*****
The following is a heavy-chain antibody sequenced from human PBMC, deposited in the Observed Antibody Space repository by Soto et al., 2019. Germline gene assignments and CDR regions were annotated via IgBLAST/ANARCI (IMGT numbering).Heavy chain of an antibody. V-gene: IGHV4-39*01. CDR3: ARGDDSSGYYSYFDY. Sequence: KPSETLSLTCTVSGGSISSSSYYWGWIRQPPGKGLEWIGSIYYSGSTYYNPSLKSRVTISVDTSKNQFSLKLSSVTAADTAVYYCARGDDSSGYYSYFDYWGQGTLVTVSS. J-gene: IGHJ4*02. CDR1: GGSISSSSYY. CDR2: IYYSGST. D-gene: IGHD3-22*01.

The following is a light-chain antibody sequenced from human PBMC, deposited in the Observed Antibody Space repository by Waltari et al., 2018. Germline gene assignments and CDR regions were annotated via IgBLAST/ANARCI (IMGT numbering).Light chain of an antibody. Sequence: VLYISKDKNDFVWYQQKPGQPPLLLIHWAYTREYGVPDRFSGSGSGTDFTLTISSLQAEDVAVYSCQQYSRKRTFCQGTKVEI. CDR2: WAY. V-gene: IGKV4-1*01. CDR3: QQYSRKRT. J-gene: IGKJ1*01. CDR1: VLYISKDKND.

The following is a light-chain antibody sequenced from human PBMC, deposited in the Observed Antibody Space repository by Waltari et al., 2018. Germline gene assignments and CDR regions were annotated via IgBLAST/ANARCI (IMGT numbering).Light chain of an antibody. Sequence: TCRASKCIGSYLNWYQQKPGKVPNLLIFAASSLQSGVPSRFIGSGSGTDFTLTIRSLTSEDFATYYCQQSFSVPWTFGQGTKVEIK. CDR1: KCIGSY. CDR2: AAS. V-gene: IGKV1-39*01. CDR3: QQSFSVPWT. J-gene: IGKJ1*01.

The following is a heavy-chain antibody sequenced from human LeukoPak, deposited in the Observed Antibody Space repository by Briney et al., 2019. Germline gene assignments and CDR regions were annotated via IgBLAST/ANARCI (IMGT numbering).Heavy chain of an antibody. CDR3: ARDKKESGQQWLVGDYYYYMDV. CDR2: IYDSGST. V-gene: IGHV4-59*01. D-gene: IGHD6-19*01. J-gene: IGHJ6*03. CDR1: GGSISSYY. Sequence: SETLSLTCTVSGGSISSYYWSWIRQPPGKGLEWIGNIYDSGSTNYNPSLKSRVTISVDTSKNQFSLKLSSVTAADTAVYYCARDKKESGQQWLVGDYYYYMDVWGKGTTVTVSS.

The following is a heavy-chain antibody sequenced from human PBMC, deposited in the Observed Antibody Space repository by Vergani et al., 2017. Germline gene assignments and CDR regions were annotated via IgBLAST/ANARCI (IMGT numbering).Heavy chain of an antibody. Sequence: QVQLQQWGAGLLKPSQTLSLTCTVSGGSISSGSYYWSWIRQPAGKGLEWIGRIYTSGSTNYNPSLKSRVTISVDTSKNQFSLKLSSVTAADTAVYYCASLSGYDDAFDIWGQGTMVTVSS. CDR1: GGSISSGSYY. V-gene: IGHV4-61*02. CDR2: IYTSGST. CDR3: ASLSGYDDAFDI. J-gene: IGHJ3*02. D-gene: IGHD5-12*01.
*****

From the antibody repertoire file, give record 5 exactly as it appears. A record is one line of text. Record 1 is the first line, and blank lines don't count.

The following is a heavy-chain antibody sequenced from human PBMC, deposited in the Observed Antibody Space repository by Vergani et al., 2017. Germline gene assignments and CDR regions were annotated via IgBLAST/ANARCI (IMGT numbering).Heavy chain of an antibody. Sequence: QVQLQQWGAGLLKPSQTLSLTCTVSGGSISSGSYYWSWIRQPAGKGLEWIGRIYTSGSTNYNPSLKSRVTISVDTSKNQFSLKLSSVTAADTAVYYCASLSGYDDAFDIWGQGTMVTVSS. CDR1: GGSISSGSYY. V-gene: IGHV4-61*02. CDR2: IYTSGST. CDR3: ASLSGYDDAFDI. J-gene: IGHJ3*02. D-gene: IGHD5-12*01.